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Does the Rule of 1.28 Apply to Your Team?

Since the founding of Good Leadership, the rigor in how we improve teams comes from consistency in our approach. The decision to repeat certain techniques over and over again uncovers patterns that provide teachable moments. The approach is an investigation into the “relational capital” of a team, as well as the “structural integrity.” Relational capital is about the sense of sincerity – the care and concern leaders have for one another. That helps with accountability. Structural integrity is how well the team is set up to succeed – clarity of goals and roles so the team can build plans and solve problems together. That helps with engagement and commitment.

Great results come from teams who create and maintain an equal mix of relational capital and structural integrity in how they work together. We call this The Epoxy Theory. Epoxy is a highly effective adhesive that only works when two chemical compounds, which do absolutely nothing by themselves, combine to form a very powerful bond. It’s one of the strongest forms of glue.

Here’s how epoxy works for teams: Chemical A is the “relational capital” compound, and Chemical B is the “structural integrity” compound. Teamwork is strongest with a 50-50 mix of the two elements.

Two Patterns to Pay Attention to

Relational capital: Our coaches consistently ask leaders “How are you feeling today?”  How you are feeling determines your focus level, engagement, and productiveness. Working that into your daily conversations will help you build relational capital with members of your team, and build an environment stabilized by sincerity and fueled by accountability.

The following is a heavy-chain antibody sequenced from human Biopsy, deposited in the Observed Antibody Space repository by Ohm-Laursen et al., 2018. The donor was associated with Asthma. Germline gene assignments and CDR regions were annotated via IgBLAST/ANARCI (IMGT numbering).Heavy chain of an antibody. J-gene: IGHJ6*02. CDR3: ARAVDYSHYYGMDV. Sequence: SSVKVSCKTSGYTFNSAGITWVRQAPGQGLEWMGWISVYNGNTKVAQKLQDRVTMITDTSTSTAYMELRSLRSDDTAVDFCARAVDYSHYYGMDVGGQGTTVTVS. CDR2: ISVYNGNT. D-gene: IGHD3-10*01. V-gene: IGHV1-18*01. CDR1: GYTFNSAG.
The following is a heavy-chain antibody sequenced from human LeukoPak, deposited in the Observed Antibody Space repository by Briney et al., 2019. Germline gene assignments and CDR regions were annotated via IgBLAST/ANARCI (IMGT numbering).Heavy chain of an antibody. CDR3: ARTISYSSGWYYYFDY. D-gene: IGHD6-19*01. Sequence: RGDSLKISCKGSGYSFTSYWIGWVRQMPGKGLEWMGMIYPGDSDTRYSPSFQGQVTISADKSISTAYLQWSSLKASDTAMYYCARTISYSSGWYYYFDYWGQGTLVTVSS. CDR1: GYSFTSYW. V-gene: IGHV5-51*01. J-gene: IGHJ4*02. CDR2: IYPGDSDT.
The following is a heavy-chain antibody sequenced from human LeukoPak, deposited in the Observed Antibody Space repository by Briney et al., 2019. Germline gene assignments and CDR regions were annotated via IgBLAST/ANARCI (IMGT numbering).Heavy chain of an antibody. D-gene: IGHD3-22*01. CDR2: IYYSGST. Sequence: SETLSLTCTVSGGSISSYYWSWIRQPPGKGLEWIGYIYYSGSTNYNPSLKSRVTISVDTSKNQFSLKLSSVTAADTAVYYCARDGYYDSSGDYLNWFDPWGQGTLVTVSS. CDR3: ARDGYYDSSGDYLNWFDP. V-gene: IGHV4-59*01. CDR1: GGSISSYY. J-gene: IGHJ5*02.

Structural integrity: For more than ten years, we’ve also been asking the team members in individual interviews this question: “What do you think are the top three priorities for the next 12 months for this team?” There’s often a drifting sense of focus that comes from this number: 1.28.  We’ve discovered the norm for teams in answering the “top three priorities” question is 1.28 multiplied by the number of people on your team. That means if you have:

  • 10 people on the team, you will get 13 (12.8) different answers to the “top three priorities” question
  • 5 people = 6 different priorities (6.4)

Why? Even though you are surrounded by talented team members, most of the time they are also fundamentally self-directed – self-directed by their own priorities. It’s human nature. Only 54% of teams surveyed for the first time were aligned around a compelling plan and priorities.

Last week we had a Leadership Alignment meeting with a CEO whose company is based on the west coast. We did this exercise, and the CEO was astonished at how far the focus had drifted. 8 people on the team…11 different answers to the “top 3 priorities” question. (NOTE: this is one of the highest performing teams we know, with industry-leading performance.)

What this means – as you continue to plan for 2024, your team needs to press PAUSE, and create a conversation about focus, prioritization, and the metrics what will help people feel connected (relational capital), and effective (structural integrity). That’s what good leaders do.

If your team has too many conflicting priorities, send us a note to

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